‘Valley Curtain,’ ‘Gimme Shelter’ filmmaker Albert Maysles dies

Photo: Maysles brothers
Documentary filmmakers David, left, and Albert Maysles work on the streets of New York in 1969 for "Salesman."

CNN and The Hollywood Reporter say he died at his home in Manhattan, New York, of natural causes.

Their most well-known film, "Grey Gardens" (1975), was a profile of Jacqueline Onassis' eccentric cousins -- mother and daughter Big Edie and Little Edie Bouvier -- who lived in a dilapidated, cat-packed estate in East Hampton, New York. The brothers worked with fellow directors Ellen Hovde and Muffie Meyer on the film, which was remade as a Tony-winning Broadway play and as an award-winning 2009 HBO drama that starred Drew Barrymore and Jessica Lange.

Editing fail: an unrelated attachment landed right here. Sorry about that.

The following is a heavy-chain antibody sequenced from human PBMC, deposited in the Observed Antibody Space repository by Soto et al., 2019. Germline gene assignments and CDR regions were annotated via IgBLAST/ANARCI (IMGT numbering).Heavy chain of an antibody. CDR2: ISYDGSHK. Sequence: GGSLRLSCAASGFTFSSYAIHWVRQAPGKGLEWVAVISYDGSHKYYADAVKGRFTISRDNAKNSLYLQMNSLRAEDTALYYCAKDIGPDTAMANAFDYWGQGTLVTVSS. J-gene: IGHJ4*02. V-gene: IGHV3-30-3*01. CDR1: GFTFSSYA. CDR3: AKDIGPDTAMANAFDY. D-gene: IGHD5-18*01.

Colorado Matters looked back on "Valley Curtain" in 2010, as Christo worked to get another Colorado project approved, "Over the River."

"The excitement in making a documentary film is that it's for real and you don't what's coming up next. It's more than one can imagine," Maysles said in the interview.

Maysles had a long relationship with Christo, making five films about the artist's work. From The New York Times:

The first was “Christo’s Valley Curtain” (1974), which was nominated for a documentary short-subject Oscar, and the last was “The Gates” (2005), about the artists’ temporary transformation of Central Park.

His brother, David Maysles, died in 1987.

Here's a clip from the first part of "Valley Curtain."

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